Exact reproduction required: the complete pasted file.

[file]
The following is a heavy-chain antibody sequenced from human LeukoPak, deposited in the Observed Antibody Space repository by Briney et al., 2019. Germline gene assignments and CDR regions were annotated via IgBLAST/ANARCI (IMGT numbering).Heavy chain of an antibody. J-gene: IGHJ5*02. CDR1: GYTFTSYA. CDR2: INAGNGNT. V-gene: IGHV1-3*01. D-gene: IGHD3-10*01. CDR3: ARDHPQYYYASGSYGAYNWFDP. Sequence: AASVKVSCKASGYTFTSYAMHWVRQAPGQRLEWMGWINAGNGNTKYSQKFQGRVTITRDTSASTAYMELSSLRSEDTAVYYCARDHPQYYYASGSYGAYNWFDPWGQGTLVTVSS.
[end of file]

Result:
The following is a heavy-chain antibody sequenced from human LeukoPak, deposited in the Observed Antibody Space repository by Briney et al., 2019. Germline gene assignments and CDR regions were annotated via IgBLAST/ANARCI (IMGT numbering).Heavy chain of an antibody. J-gene: IGHJ5*02. CDR1: GYTFTSYA. CDR2: INAGNGNT. V-gene: IGHV1-3*01. D-gene: IGHD3-10*01. CDR3: ARDHPQYYYASGSYGAYNWFDP. Sequence: AASVKVSCKASGYTFTSYAMHWVRQAPGQRLEWMGWINAGNGNTKYSQKFQGRVTITRDTSASTAYMELSSLRSEDTAVYYCARDHPQYYYASGSYGAYNWFDPWGQGTLVTVSS.